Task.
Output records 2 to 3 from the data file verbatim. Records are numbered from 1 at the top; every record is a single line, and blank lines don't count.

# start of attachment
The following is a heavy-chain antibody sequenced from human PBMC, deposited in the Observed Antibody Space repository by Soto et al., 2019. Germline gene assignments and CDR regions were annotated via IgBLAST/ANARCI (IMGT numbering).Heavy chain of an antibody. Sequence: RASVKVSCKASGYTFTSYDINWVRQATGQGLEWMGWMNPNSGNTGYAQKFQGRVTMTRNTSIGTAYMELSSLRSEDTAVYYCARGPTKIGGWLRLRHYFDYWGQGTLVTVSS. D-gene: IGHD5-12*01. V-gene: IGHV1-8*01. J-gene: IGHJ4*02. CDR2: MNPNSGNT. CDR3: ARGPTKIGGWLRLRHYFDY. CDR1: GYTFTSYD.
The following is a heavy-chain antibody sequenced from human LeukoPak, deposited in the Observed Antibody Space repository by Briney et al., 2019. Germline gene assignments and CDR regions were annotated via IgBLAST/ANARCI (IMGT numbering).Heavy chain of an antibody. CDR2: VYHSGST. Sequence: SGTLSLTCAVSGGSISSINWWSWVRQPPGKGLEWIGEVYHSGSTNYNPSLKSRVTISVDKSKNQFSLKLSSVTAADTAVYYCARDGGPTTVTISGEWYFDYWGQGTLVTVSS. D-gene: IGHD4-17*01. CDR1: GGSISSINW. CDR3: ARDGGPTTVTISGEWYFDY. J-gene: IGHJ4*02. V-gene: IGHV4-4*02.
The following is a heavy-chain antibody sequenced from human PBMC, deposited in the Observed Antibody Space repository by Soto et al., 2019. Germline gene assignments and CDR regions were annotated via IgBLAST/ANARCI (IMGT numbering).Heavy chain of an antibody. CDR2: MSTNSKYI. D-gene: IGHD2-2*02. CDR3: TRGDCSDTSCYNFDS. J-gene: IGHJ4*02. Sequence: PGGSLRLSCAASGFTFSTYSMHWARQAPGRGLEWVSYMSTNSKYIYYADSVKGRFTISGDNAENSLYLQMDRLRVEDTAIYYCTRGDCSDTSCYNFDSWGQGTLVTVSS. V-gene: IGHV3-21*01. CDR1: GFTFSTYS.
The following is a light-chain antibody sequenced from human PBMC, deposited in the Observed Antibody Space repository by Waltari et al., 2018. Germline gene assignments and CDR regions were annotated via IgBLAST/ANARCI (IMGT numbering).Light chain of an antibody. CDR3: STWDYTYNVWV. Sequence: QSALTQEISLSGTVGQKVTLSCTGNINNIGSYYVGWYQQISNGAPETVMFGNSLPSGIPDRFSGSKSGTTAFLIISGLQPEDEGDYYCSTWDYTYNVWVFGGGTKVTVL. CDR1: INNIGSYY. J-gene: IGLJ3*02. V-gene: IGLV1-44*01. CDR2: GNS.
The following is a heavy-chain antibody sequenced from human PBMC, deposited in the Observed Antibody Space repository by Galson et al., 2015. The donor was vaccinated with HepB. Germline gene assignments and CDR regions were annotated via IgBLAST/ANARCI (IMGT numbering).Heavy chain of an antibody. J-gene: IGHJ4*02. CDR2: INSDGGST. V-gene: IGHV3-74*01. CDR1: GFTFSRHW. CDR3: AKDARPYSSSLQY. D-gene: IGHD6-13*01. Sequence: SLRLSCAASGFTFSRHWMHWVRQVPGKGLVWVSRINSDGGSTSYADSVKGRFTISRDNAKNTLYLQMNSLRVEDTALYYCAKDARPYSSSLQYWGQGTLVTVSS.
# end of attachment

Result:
The following is a heavy-chain antibody sequenced from human LeukoPak, deposited in the Observed Antibody Space repository by Briney et al., 2019. Germline gene assignments and CDR regions were annotated via IgBLAST/ANARCI (IMGT numbering).Heavy chain of an antibody. CDR2: VYHSGST. Sequence: SGTLSLTCAVSGGSISSINWWSWVRQPPGKGLEWIGEVYHSGSTNYNPSLKSRVTISVDKSKNQFSLKLSSVTAADTAVYYCARDGGPTTVTISGEWYFDYWGQGTLVTVSS. D-gene: IGHD4-17*01. CDR1: GGSISSINW. CDR3: ARDGGPTTVTISGEWYFDY. J-gene: IGHJ4*02. V-gene: IGHV4-4*02.
The following is a heavy-chain antibody sequenced from human PBMC, deposited in the Observed Antibody Space repository by Soto et al., 2019. Germline gene assignments and CDR regions were annotated via IgBLAST/ANARCI (IMGT numbering).Heavy chain of an antibody. CDR2: MSTNSKYI. D-gene: IGHD2-2*02. CDR3: TRGDCSDTSCYNFDS. J-gene: IGHJ4*02. Sequence: PGGSLRLSCAASGFTFSTYSMHWARQAPGRGLEWVSYMSTNSKYIYYADSVKGRFTISGDNAENSLYLQMDRLRVEDTAIYYCTRGDCSDTSCYNFDSWGQGTLVTVSS. V-gene: IGHV3-21*01. CDR1: GFTFSTYS.